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Increased recall rate isn't a concern,
expert says

DBT detects 34 percent more cancers than 2D mammo

by Lauren Dubinsky , Senior Reporter
A Swedish study that screened 15,000 patients over the course of five years found that breast tomosynthesis detects 34 percent more cancers than 2D mammography.

This is one of many recent studies that have demonstrated the benefits of breast tomosynthesis over conventional mammography. This raises the question: is this technology headed toward becoming the standard screening tool?

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Dr. Jay Baker, president of the Society of Breast Imaging, told HCB News that although it will happen, it may take another decade. Most insurance companies are now covering the full cost of tomosynthesis in the screening setting and almost all sales of of mammography systems in the U.S. include tomosynthesis capability.

“The rate limiting step at the moment is that the equipment is expensive,” he said. “So as older 2D mammography systems need to be replaced, they will almost certainly be replaced with tomosynthesis systems.”

This new study was conducted by a group of researchers from Lund University and Skåne University Hospital. In addition to increasing the cancer detection rate, they found that tomosynthesis also reduced breast compression, which makes the exam more comfortable for the patient.

The study did find that tomosynthesis was associated with a higher recall rate than conventional mammography, but Baker said that isn’t a cause for concern. He explained that the recall rate is higher in this study because it was conducted in Sweden.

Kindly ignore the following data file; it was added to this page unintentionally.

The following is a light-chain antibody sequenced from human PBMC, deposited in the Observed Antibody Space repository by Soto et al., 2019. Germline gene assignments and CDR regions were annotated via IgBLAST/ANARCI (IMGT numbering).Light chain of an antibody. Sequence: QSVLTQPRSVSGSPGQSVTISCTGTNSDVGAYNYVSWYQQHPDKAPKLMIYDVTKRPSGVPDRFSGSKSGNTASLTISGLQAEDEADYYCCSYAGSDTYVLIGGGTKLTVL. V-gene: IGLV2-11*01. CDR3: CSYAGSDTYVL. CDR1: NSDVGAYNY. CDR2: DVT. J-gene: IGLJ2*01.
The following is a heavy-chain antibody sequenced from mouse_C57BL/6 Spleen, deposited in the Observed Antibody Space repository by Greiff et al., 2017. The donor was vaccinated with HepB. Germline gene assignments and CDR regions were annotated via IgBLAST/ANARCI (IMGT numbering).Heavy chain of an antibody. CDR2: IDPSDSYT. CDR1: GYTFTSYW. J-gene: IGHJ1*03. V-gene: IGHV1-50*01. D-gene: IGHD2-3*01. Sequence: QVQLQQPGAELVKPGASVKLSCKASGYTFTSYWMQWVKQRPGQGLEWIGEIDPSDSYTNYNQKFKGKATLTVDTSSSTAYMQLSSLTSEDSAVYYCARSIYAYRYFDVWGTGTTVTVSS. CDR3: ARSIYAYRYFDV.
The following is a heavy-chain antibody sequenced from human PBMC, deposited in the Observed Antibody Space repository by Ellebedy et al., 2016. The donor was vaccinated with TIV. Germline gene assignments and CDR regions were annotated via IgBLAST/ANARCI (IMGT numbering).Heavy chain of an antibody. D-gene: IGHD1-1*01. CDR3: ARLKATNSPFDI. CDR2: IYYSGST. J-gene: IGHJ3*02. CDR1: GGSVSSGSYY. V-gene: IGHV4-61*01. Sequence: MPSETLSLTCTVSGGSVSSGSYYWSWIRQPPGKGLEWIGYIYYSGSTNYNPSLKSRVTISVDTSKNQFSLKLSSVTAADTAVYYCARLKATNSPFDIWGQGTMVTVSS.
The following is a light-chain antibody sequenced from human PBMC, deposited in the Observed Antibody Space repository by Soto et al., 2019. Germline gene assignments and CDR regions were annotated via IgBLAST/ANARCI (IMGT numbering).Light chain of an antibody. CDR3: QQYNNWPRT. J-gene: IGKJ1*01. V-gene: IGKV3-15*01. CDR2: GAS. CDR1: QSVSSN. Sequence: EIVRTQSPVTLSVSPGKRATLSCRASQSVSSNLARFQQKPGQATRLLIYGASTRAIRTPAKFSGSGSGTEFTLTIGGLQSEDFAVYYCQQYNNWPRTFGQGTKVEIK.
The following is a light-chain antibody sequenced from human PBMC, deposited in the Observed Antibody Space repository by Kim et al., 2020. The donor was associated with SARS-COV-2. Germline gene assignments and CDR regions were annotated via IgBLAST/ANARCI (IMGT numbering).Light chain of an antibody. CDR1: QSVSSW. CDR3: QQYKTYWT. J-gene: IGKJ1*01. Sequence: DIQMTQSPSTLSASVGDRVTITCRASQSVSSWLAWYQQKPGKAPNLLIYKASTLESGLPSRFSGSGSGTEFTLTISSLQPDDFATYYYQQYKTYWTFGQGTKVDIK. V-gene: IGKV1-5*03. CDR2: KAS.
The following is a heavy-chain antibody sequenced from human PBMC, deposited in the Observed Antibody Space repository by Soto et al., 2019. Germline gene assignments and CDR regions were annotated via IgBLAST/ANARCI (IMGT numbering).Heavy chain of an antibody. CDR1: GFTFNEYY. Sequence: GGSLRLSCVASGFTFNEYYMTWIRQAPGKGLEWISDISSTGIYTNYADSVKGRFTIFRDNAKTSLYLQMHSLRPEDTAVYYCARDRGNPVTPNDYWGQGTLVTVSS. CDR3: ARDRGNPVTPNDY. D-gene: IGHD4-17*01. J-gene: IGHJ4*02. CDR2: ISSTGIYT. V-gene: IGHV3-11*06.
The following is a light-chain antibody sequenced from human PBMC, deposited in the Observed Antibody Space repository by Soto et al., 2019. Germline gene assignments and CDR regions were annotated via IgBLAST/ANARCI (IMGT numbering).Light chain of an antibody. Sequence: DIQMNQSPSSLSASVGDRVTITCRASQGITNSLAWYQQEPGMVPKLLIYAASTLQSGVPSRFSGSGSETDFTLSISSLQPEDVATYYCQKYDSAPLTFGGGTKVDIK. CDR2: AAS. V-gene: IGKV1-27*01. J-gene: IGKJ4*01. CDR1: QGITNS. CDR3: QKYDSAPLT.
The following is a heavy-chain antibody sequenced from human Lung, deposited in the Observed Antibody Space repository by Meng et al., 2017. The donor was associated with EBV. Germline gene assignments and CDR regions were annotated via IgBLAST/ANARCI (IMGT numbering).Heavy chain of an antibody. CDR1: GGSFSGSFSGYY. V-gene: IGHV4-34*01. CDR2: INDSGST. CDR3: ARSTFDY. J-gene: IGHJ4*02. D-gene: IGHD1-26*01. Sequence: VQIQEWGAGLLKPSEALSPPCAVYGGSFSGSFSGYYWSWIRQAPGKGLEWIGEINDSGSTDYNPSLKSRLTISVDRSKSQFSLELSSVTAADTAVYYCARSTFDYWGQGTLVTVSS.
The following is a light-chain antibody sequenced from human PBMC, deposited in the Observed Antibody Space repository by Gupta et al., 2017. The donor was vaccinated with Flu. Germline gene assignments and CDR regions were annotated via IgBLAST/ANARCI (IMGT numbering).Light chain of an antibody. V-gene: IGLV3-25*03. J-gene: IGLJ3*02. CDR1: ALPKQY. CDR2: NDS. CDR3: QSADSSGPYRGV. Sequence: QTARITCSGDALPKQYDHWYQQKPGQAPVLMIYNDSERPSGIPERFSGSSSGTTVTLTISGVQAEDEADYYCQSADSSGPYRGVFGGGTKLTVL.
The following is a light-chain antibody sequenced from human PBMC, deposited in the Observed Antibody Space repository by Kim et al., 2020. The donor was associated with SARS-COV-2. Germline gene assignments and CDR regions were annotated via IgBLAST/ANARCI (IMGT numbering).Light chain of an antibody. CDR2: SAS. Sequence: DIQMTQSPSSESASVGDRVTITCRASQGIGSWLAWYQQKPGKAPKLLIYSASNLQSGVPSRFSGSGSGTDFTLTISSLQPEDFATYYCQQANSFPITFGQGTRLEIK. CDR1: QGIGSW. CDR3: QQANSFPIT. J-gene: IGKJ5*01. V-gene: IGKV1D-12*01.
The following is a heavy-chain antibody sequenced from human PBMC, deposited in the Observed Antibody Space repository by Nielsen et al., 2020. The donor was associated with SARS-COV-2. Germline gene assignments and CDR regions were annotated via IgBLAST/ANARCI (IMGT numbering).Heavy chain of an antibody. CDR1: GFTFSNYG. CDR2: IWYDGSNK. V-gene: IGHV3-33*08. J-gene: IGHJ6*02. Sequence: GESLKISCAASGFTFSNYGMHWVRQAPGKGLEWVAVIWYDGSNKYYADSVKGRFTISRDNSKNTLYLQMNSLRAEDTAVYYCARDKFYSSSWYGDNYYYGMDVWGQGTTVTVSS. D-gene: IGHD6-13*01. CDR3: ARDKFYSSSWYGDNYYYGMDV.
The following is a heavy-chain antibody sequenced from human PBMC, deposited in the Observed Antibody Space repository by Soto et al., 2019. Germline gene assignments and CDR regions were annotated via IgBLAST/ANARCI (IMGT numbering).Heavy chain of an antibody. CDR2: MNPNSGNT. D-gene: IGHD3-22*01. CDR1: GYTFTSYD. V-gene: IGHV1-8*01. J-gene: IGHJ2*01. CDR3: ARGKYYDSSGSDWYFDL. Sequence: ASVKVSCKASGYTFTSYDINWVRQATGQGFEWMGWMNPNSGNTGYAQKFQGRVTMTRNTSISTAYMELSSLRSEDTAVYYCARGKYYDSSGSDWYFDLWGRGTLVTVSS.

“In Sweden, their baseline callback rate is much lower than it is in the U.S. and Canada,” he added. “Tomosynthesis is simply showing them some of the benign lesions that the European radiologists either weren't attuned to or have been trained to ignore.”

In the U.S., the target is to recall between five percent and 12 percent of women for additional views. In most studies, tomosynthesis has reduced those recalls by 15 percent to 35 percent.

However, recall rates are already well below five percent in Europe. That means that tomosynthesis makes findings that would have been ignored more clear.

The Swedish research team is currently working on a study that is assessing the cost-benefit of tomosynthesis. The team is also working on studies investigating the use of computers to automate parts of the tomosynthesis image review process.

“I do think that breast tomosynthesis will eventually become the standard tool for breast cancer screening, Baker concluded. “As this and other studies show, we can find more breast cancer and often at earlier stages.”

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